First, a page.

(5) Embark on an aerial passenger tramway without the authority of the ski area operator;

(6) Use any aerial passenger tramway without engaging such safety or restraining devices as may be provided.

HISTORY: I.C., § 6-1105, as added by 1979, ch. 270, § 1, p. 701.

NOTES:

§ 6-1106. Duties of skiers

It is recognized that skiing as a recreational sport is hazardous to skiers, regardless of all feasible safety measures which can be taken.

Each skier expressly assumes the risk of and legal responsibility for any injury to person or property which results from participation in the sport of skiing including any injury caused by the following, all whether above or below snow surface: variations in terrain; surface or subsurface snow or ice conditions; bare spots, rocks, trees, other forms of forest growth or debris, lift towers and components thereof; utility poles, and snowmaking and snowgrooming equipment which is plainly visible or plainly marked in accordance with the provisions of section 6-1103, Idaho Code. Therefore, each skier shall have the sole individual responsibility for knowing the range of his own ability to negotiate any slope or trail, and it shall be the duty of each skier to ski within the limits of the skier’s own ability, to maintain reasonable control of speed and course at all times while skiing, to heed all posted warnings, to ski only on a skiing area designated by the ski area operator and to refrain from acting in a manner which may cause or contribute to the injury of anyone. The responsibility for collisions by any skier while actually skiing, with any person, shall be solely that of the individual or individuals involved in such collision and not that of the ski area operator.

No person shall place any object in the skiing area or on the uphill track of any aerial passenger tramway which may cause a passenger or skier to fall; cross the track of any T-bar lift, J-bar lift, platter lift or similar device, or a fiber rope tow, except at a designated location; or depart when involved in a skiing accident, from the scene of the accident without leaving personal identification, including name and address, before notifying the proper authorities or obtaining assistance when that person knows that any other person involved in the accident is in need of medical or other assistance.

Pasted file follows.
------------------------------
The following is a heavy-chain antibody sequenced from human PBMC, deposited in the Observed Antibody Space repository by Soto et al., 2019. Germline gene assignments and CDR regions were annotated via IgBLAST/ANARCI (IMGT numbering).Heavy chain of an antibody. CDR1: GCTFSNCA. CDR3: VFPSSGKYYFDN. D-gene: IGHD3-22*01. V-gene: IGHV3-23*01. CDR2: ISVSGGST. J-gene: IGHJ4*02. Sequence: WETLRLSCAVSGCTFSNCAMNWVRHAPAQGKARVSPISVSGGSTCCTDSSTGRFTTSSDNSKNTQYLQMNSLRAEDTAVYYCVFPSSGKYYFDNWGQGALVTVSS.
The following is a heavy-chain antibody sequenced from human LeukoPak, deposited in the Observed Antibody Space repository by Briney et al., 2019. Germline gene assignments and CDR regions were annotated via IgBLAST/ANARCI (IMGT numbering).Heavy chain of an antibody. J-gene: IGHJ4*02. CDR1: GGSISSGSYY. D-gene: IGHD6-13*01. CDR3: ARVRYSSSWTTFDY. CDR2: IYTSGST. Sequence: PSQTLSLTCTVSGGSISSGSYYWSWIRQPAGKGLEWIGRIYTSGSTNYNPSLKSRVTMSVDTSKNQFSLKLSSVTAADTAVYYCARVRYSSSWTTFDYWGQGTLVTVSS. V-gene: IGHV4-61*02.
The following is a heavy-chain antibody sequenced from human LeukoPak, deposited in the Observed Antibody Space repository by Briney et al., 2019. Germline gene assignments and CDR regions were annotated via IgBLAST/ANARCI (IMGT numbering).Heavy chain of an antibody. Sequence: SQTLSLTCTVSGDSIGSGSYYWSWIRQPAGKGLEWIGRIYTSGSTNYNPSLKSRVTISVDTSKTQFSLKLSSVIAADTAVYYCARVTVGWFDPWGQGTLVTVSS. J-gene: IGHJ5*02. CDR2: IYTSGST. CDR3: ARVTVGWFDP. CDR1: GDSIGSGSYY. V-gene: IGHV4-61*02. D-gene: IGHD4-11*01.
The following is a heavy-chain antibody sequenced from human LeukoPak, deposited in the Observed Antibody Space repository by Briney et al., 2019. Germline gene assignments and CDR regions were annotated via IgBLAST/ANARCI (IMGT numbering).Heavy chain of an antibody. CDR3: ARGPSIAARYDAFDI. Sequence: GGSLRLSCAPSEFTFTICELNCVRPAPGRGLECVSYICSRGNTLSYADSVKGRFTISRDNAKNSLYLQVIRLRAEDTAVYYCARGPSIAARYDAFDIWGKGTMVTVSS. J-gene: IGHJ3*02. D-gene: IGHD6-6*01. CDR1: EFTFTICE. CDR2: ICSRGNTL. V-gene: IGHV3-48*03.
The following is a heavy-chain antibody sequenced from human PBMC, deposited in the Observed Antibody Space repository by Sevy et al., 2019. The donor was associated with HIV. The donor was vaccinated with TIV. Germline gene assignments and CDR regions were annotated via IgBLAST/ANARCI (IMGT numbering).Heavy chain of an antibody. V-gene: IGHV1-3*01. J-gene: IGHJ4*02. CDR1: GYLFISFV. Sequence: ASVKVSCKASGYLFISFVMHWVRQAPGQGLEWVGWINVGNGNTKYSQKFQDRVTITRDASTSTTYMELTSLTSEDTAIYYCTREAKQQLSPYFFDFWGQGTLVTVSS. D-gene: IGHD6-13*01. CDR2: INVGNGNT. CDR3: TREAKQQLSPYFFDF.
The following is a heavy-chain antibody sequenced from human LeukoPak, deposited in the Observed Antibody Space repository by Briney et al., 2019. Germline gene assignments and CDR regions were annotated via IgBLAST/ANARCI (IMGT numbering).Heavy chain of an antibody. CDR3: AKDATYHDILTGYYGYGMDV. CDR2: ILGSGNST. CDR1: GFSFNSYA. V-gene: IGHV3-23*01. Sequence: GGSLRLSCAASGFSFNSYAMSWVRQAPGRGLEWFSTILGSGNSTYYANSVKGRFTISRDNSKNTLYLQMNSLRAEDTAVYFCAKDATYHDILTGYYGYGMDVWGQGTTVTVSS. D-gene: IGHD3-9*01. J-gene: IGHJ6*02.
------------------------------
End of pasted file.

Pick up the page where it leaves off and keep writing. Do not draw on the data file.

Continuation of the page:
No skier shall fail to wear retention straps or other devices to help prevent runaway skis.

HISTORY: I.C., § 6-1106, as added by 1979, ch. 270, § 1, p. 701.

NOTES:

§ 6-1107. Liability of ski area operators

Any ski area operator shall be liable for loss or damages caused by its failure to follow the duties set forth in sections 6-1103 and 6-1104, Idaho Code, where the violation of duty is causally related to the loss or damage suffered. The ski area operators shall not be liable to any passenger or skier acting in violation of their duties as set forth in sections 6-1105 and 6-1106, Idaho Code, where the violation of duty is causally related to the loss or damage suffered; nor shall a ski area operator be liable for any injury or damage to a person who is not legally entitled to be in the ski area; or for any loss or damages caused by any object dropped, thrown or expelled by a passenger from an aerial passenger tramway.

HISTORY: I.C., § 6-1107, as added by 1979, ch. 270, § 1, p. 701.

NOTES:

When a skier ignores the ski area’s instructions to ski only on designated trails and embarks on an enterprise too difficult for someone of his ability, the ski area is not liable for his mishaps. Long v. Bogus Basin Recreational Ass’n, 125 Idaho 230, 869 P.2d 230 (1994).

This chapter immunizes ski area operators only from liability arising from risks inherent in the sport of skiing. Northcutt v. Sun Valley Co., 117 Idaho 351, 787 P.2d 1159 (1990).

In enacting this chapter, the legislature intended to limit rather than expand the liability of ski area operators. Northcutt v. Sun Valley Co., 117 Idaho 351, 787 P.2d 1159 (1990).

If a ski area operator has no duty to accomplish any activity undertaken in an attempt to eliminate, alter, control or lessen the inherent risks of skiing and if the duties described in §§ 6-1103 and 6-1104 are the only duties an operator has with regard to the inherent risks of skiing, then it necessarily follows that any activity of an operator to fulfill those duties may not be held to be negligence, since the operator had no duty to accomplish the activity to any standard of care. Northcutt v. Sun Valley Co., 117 Idaho 351, 787 P.2d 1159 (1990).

An injury to the body caused by falling while skiing in an unmarked, ungroomed area is an inherent risk of skiing and a ski resort had no duty to take some kind of affirmative steps to have prevented skier from being injured. Long v. Bogus Basin Recreational Ass’n, 125 Idaho 230, 869 P.2d 230 (1994).